many a

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many a

  1. (poetic) Being one of a large number, each one of many; belonging to an aggregate or category, considered singly as one of a kind.
    • 1608–1641, Guillaume de Salluste Du Bartas, Theron Wilber Haight, editor, The Divine Weeks of Josuah Sylvester, Waukesha, Wis., USA: H. M. Youmans, published 1908, page 150:
      Know then that God, to the end He be not thought, / A powerless judge, here plagueth many a fault, / And many a fault leaves here unpunished, / That men may also His last judgment dread.
    • 1908 April 11, “The Coal-Miners and the Wage-Scale”, in The Literary Digest, volume 36, number 15, page 507:
      If the 250,000 miners, which threaten to stop work, go out on strike there is likely to be many an idle mill beside the water courses and many a factory with silent spindles.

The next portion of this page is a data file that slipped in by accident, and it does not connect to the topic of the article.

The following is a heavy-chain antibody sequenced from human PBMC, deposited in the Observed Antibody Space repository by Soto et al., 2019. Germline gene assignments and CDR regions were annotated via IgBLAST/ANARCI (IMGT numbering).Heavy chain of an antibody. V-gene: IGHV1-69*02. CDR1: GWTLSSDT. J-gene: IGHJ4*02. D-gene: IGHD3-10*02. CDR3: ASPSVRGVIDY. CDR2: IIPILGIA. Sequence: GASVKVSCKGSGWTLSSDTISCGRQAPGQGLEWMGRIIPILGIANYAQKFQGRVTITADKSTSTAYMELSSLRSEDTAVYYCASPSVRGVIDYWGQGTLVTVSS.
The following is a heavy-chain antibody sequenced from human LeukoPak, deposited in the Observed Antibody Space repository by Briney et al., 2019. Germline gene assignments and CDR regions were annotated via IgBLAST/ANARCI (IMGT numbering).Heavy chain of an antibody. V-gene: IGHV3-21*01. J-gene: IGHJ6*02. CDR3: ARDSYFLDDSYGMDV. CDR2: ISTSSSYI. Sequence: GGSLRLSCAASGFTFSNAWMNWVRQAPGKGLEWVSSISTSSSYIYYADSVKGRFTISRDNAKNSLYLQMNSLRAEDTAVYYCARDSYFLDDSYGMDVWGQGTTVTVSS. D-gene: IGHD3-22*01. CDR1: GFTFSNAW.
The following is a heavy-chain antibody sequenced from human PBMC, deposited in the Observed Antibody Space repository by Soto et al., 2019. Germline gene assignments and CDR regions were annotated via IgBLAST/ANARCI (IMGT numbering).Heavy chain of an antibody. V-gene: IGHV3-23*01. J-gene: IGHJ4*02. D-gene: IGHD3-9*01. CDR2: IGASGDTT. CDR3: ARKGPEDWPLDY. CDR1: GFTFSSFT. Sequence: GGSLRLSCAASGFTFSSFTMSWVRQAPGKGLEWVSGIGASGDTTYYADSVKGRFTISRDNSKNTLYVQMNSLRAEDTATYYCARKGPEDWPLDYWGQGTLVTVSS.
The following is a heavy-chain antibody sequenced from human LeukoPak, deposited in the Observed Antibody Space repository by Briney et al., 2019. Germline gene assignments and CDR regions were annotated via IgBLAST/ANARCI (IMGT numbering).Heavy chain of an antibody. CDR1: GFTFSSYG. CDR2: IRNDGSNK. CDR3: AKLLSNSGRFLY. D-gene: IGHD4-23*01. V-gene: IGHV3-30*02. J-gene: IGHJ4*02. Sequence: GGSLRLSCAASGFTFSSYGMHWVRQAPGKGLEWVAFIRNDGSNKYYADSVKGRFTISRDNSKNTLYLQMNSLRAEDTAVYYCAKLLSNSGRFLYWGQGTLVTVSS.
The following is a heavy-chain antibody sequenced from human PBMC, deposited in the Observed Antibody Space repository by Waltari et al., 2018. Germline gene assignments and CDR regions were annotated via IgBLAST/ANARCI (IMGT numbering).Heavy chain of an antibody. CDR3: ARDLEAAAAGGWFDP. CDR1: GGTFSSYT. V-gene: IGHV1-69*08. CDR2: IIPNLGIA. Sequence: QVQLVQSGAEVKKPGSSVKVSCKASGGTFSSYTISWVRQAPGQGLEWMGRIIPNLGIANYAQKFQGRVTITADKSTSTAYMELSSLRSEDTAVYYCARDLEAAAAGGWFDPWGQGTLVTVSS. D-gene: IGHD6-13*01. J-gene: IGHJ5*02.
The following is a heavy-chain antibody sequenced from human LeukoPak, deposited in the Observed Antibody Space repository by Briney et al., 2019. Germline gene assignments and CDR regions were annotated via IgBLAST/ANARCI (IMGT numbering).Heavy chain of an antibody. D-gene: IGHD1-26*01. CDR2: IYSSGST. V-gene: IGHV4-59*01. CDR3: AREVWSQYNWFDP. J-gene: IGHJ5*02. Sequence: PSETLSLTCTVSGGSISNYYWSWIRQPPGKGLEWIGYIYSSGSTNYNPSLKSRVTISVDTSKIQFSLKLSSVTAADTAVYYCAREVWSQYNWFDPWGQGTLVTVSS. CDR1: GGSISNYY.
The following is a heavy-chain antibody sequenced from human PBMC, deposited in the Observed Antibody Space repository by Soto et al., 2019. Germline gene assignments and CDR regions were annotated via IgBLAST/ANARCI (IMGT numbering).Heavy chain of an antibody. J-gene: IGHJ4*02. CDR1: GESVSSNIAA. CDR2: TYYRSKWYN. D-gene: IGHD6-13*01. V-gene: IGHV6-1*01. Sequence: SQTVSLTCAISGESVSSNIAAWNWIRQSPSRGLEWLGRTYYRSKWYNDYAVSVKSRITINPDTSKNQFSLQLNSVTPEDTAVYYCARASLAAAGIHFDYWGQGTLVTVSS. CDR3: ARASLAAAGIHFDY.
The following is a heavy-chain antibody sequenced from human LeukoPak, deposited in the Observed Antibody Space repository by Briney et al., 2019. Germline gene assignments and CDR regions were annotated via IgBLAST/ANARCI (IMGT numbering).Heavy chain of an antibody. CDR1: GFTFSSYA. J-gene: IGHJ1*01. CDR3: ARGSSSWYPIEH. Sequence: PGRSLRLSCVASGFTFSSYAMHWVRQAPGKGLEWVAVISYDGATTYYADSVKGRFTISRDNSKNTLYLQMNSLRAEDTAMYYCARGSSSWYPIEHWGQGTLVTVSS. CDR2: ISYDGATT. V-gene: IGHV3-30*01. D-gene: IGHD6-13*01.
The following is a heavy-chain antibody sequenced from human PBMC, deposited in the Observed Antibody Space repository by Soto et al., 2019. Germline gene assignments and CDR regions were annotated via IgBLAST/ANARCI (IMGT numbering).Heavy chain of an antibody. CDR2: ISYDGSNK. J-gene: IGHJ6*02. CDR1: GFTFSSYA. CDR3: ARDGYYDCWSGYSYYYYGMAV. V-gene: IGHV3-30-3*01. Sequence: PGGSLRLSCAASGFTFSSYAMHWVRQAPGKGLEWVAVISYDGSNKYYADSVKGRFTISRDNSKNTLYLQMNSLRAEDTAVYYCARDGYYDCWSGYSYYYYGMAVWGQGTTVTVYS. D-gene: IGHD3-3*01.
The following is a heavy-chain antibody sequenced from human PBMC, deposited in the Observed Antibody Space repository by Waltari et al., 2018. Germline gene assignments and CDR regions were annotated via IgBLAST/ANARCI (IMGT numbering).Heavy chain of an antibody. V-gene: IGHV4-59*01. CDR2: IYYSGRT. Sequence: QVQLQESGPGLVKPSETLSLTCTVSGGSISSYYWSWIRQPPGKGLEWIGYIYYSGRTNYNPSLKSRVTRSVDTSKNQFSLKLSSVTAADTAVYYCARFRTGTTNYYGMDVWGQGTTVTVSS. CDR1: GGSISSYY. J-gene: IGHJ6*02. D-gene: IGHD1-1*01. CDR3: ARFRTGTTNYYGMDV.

• 1908, W[illiam] B[lair] M[orton] Ferguson, chapter IV, in Zollenstein, New York, N.Y.: D. Appleton & Company, OCLC 731476803:
      So this was my future home, I thought! Certainly it made a brave picture. I had seen similar ones fired-in on many a Heidelberg stein. Backed by towering hills, [] a sky of palest Gobelin flecked with fat, fleecy little clouds, it in truth looked a dear little city; the city of one's dreams.
    • 1914, David Lloyd George, The Great War, Hodder and Stoughton, Limited, Toronto, page 3:
      Many a crime has being committed in its name: there are some being committed now.
    • 2017 January 19, Peter Bradshaw, “T2 Trainspotting review—choose a sequel that doesn't disappoint”, in The Guardian[1]:
      Danny Boyle's T2 Trainspotting is everything I could reasonably have hoped for—scary, funny, desperately sad, with many a bold visual flourish.

Usage notes[edit]

  • Many a or an is followed by a singular noun. If the resulting noun phrase is used as the grammatical subject of a clause, the verb it controls is also singular (the idiom is distributive rather than aggregate in sense). The use of a versus an follows the usage notes detailed for the article an.


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